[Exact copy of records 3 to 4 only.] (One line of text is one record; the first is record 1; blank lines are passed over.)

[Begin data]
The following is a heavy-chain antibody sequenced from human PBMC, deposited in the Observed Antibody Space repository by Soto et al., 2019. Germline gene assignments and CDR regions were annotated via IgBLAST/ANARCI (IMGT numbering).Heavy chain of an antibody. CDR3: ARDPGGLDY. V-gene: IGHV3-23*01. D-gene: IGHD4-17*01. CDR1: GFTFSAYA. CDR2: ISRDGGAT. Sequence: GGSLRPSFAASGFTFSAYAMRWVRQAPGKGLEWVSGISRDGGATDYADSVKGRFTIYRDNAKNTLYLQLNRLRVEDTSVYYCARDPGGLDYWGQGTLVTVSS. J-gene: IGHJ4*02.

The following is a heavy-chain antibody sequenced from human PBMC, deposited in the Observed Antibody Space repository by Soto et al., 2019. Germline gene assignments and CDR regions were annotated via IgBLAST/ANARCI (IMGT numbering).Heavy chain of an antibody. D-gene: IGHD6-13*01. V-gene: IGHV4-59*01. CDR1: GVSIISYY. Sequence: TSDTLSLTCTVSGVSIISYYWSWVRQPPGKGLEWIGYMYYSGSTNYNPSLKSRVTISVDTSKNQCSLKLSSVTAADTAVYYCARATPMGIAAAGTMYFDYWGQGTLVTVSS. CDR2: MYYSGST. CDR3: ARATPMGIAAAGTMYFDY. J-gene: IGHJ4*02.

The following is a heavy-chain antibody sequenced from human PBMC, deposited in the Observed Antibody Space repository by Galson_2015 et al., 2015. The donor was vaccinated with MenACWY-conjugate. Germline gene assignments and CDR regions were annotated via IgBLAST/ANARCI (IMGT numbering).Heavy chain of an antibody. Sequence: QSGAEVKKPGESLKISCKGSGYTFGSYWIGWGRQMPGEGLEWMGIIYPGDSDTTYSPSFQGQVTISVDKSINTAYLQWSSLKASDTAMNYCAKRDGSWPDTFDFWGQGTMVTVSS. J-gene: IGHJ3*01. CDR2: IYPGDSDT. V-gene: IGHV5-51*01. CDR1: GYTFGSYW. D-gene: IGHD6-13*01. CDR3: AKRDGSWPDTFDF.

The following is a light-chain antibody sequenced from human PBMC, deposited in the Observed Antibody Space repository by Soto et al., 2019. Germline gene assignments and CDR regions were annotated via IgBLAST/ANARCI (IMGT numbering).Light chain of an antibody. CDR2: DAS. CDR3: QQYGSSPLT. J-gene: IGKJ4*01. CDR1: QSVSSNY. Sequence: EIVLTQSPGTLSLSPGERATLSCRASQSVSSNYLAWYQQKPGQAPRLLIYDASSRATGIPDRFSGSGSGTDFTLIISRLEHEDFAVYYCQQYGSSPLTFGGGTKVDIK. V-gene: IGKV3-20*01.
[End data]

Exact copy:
The following is a heavy-chain antibody sequenced from human PBMC, deposited in the Observed Antibody Space repository by Galson_2015 et al., 2015. The donor was vaccinated with MenACWY-conjugate. Germline gene assignments and CDR regions were annotated via IgBLAST/ANARCI (IMGT numbering).Heavy chain of an antibody. Sequence: QSGAEVKKPGESLKISCKGSGYTFGSYWIGWGRQMPGEGLEWMGIIYPGDSDTTYSPSFQGQVTISVDKSINTAYLQWSSLKASDTAMNYCAKRDGSWPDTFDFWGQGTMVTVSS. J-gene: IGHJ3*01. CDR2: IYPGDSDT. V-gene: IGHV5-51*01. CDR1: GYTFGSYW. D-gene: IGHD6-13*01. CDR3: AKRDGSWPDTFDF.

The following is a light-chain antibody sequenced from human PBMC, deposited in the Observed Antibody Space repository by Soto et al., 2019. Germline gene assignments and CDR regions were annotated via IgBLAST/ANARCI (IMGT numbering).Light chain of an antibody. CDR2: DAS. CDR3: QQYGSSPLT. J-gene: IGKJ4*01. CDR1: QSVSSNY. Sequence: EIVLTQSPGTLSLSPGERATLSCRASQSVSSNYLAWYQQKPGQAPRLLIYDASSRATGIPDRFSGSGSGTDFTLIISRLEHEDFAVYYCQQYGSSPLTFGGGTKVDIK. V-gene: IGKV3-20*01.